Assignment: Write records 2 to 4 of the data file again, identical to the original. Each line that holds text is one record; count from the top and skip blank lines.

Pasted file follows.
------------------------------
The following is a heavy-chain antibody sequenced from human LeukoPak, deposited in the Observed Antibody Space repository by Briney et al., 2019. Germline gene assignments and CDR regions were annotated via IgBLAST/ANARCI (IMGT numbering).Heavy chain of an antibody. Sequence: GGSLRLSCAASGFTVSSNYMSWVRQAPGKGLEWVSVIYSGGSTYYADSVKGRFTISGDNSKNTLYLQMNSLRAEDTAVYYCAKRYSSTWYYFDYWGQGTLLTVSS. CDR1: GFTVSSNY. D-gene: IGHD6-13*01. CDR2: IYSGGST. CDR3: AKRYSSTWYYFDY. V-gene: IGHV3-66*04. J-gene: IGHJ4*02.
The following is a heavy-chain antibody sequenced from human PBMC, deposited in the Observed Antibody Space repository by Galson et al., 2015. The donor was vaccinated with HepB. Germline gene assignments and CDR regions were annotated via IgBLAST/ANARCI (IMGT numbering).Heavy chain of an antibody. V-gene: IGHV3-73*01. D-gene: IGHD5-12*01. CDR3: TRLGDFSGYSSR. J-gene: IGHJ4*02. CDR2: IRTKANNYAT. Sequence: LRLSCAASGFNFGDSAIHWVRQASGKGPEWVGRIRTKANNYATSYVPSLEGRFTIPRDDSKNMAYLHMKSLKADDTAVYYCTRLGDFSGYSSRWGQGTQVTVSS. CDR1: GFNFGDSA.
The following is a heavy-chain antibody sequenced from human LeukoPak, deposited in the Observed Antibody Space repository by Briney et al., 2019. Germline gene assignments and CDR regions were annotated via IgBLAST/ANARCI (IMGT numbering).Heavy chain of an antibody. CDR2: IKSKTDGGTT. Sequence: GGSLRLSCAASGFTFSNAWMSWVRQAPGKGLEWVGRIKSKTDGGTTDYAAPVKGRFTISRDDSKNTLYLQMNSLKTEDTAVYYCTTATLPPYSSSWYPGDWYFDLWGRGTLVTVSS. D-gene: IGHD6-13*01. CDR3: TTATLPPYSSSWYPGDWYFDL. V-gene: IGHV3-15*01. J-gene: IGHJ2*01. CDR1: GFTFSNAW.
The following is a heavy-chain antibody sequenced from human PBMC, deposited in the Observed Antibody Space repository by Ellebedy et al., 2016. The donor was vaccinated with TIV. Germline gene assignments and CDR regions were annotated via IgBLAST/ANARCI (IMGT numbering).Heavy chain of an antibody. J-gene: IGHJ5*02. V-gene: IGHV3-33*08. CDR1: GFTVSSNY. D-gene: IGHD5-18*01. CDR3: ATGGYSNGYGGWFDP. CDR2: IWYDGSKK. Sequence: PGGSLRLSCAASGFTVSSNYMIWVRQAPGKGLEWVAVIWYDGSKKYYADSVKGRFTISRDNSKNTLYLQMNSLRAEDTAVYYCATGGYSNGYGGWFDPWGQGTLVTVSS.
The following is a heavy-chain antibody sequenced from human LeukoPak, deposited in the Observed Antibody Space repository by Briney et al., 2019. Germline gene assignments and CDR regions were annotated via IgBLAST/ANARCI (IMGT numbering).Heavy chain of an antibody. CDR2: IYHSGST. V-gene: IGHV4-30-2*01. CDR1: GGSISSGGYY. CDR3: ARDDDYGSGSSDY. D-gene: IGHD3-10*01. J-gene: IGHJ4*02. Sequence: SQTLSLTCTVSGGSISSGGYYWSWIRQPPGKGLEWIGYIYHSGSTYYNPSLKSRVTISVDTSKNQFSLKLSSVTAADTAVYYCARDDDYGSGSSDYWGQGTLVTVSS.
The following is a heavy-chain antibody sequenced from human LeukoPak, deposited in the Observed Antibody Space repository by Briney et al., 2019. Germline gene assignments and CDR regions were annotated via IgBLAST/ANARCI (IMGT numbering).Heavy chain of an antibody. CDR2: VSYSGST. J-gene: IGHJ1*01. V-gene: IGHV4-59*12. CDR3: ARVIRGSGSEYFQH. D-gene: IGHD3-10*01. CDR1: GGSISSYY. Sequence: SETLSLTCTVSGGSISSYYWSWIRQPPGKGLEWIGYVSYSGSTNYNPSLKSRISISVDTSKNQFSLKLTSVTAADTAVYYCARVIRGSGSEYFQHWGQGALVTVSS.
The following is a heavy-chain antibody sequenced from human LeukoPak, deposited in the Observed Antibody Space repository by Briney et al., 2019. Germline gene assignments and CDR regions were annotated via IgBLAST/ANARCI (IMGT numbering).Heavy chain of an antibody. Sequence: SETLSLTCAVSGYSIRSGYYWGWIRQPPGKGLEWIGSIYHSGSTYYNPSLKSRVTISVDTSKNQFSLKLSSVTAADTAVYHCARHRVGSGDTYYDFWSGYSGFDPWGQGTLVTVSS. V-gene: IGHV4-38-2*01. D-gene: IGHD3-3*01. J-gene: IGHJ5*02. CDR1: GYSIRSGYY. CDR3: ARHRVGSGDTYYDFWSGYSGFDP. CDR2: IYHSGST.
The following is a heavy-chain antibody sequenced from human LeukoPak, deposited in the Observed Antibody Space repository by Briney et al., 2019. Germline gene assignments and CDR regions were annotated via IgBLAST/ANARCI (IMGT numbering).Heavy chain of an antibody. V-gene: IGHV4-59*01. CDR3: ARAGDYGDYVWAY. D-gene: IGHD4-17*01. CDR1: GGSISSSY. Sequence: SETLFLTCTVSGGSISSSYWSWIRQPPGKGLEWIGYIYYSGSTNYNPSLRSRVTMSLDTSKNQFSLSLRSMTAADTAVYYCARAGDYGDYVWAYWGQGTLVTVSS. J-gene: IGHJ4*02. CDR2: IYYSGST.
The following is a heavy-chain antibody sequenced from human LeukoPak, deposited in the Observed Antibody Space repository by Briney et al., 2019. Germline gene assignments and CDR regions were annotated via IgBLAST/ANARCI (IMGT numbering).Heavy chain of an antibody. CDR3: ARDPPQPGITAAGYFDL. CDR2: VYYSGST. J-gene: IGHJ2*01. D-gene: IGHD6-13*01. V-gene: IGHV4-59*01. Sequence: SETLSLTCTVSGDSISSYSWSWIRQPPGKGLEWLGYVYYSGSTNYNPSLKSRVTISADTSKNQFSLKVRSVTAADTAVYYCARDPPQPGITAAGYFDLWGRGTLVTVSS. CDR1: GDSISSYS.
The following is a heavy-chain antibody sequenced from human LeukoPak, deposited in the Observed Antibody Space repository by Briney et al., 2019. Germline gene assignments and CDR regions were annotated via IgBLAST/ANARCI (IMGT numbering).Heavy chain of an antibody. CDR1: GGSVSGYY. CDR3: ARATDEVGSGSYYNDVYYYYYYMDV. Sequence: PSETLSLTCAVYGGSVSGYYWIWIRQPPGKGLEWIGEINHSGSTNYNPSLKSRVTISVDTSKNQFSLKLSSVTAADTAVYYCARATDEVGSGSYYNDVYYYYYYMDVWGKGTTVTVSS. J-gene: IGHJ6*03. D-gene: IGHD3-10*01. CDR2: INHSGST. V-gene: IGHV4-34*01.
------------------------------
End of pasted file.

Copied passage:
The following is a heavy-chain antibody sequenced from human PBMC, deposited in the Observed Antibody Space repository by Galson et al., 2015. The donor was vaccinated with HepB. Germline gene assignments and CDR regions were annotated via IgBLAST/ANARCI (IMGT numbering).Heavy chain of an antibody. V-gene: IGHV3-73*01. D-gene: IGHD5-12*01. CDR3: TRLGDFSGYSSR. J-gene: IGHJ4*02. CDR2: IRTKANNYAT. Sequence: LRLSCAASGFNFGDSAIHWVRQASGKGPEWVGRIRTKANNYATSYVPSLEGRFTIPRDDSKNMAYLHMKSLKADDTAVYYCTRLGDFSGYSSRWGQGTQVTVSS. CDR1: GFNFGDSA.
The following is a heavy-chain antibody sequenced from human LeukoPak, deposited in the Observed Antibody Space repository by Briney et al., 2019. Germline gene assignments and CDR regions were annotated via IgBLAST/ANARCI (IMGT numbering).Heavy chain of an antibody. CDR2: IKSKTDGGTT. Sequence: GGSLRLSCAASGFTFSNAWMSWVRQAPGKGLEWVGRIKSKTDGGTTDYAAPVKGRFTISRDDSKNTLYLQMNSLKTEDTAVYYCTTATLPPYSSSWYPGDWYFDLWGRGTLVTVSS. D-gene: IGHD6-13*01. CDR3: TTATLPPYSSSWYPGDWYFDL. V-gene: IGHV3-15*01. J-gene: IGHJ2*01. CDR1: GFTFSNAW.
The following is a heavy-chain antibody sequenced from human PBMC, deposited in the Observed Antibody Space repository by Ellebedy et al., 2016. The donor was vaccinated with TIV. Germline gene assignments and CDR regions were annotated via IgBLAST/ANARCI (IMGT numbering).Heavy chain of an antibody. J-gene: IGHJ5*02. V-gene: IGHV3-33*08. CDR1: GFTVSSNY. D-gene: IGHD5-18*01. CDR3: ATGGYSNGYGGWFDP. CDR2: IWYDGSKK. Sequence: PGGSLRLSCAASGFTVSSNYMIWVRQAPGKGLEWVAVIWYDGSKKYYADSVKGRFTISRDNSKNTLYLQMNSLRAEDTAVYYCATGGYSNGYGGWFDPWGQGTLVTVSS.